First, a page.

Translators must read the original language fluently but may not need to speak it fluently. They usually translate only into their native language. Nearly all translation work is done on a computer, and translators receive and submit most assignments electronically. Translations often go through several revisions before becoming final. Translating services are needed in many different subject areas. Although these workers often do not specialize in any particular field or industry, many focus on one area of expertise.
What is the workplace of a Translator like?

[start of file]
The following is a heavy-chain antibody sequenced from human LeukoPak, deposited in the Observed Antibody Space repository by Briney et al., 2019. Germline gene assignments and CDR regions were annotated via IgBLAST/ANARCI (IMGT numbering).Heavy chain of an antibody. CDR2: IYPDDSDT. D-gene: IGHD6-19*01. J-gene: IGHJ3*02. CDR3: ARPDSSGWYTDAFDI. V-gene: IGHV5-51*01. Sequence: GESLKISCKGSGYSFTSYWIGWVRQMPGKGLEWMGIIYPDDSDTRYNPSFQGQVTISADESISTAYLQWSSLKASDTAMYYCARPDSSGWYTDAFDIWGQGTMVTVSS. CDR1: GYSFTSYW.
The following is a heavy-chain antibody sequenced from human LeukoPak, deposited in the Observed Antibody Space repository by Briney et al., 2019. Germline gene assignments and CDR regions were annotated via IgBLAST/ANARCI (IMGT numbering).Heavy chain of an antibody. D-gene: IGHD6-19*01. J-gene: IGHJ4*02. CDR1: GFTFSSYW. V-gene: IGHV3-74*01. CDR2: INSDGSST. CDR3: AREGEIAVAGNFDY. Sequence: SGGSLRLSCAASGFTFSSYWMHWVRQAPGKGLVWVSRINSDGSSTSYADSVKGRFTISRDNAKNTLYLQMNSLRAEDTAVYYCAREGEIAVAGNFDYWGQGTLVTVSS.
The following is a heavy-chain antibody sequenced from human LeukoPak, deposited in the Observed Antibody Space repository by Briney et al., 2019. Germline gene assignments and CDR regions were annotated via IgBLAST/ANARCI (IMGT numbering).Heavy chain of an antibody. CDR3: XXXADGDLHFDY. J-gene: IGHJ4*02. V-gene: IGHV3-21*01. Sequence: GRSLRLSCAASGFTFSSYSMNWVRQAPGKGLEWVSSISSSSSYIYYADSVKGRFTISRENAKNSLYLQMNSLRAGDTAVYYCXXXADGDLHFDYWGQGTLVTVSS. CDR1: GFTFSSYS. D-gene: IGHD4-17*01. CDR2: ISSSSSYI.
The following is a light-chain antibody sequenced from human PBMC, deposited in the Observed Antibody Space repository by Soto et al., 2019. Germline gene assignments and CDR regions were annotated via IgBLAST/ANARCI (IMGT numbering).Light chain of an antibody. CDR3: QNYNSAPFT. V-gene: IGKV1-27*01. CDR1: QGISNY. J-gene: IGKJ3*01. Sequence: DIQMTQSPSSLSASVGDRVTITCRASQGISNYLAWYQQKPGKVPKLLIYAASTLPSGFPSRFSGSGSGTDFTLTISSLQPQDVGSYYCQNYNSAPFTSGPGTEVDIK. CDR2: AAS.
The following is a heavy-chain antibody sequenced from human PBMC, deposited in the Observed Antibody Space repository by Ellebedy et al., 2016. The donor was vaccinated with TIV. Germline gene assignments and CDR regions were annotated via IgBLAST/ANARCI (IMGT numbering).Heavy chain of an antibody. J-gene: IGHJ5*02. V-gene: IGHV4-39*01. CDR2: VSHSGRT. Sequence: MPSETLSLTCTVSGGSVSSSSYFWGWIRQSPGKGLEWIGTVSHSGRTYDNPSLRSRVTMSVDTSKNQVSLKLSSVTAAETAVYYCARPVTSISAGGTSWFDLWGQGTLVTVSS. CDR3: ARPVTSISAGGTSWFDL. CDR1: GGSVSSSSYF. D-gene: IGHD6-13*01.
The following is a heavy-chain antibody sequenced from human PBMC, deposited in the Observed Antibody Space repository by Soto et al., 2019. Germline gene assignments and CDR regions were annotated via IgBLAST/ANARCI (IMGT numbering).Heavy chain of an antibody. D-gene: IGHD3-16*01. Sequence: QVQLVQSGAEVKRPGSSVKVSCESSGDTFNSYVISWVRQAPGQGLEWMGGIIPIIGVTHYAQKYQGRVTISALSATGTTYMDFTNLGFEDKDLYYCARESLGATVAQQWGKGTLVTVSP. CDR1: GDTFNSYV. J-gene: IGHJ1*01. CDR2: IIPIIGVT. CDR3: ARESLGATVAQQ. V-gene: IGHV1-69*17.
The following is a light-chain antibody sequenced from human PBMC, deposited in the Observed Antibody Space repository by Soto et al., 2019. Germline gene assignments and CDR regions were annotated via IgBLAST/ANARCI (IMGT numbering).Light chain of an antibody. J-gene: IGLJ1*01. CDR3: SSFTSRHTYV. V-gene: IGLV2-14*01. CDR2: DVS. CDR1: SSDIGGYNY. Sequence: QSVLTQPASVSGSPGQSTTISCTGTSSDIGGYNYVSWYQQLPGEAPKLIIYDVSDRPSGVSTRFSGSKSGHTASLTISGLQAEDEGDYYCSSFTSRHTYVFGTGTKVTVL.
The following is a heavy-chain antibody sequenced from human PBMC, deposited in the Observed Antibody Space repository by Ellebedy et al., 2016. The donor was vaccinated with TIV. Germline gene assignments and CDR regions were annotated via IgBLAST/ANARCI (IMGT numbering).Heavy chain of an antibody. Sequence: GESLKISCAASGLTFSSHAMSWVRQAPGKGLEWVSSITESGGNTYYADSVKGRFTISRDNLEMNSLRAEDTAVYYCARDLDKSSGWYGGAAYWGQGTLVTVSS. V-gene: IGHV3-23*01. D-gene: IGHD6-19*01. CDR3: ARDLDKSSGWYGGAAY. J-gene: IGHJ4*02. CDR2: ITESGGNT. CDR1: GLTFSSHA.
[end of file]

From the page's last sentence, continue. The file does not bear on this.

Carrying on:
Translators typically work from home. They receive and submit their work electronically. They must sometimes deal with the pressure of deadlines and tight schedules. Because many translators are self-employed, their schedules often vary, with alternating periods of limited work and periods of long, irregular hours. Still, most work full time during regular business hours.
Frequently Asked Questions
Steps to becoming a Translator
Taking the appropriate steps to become a translator can actually begin very early in life. Most translators have either grown up speaking their second language or lived in an area where it is spoken. This is not a formal requirement, but it certainly helps in achieving the proficiency level needed for the job. The career calls for a love of different cultures and a keen interest in the dynamics of bridging the linguistic gaps between them.
How long does it take to become a Translator?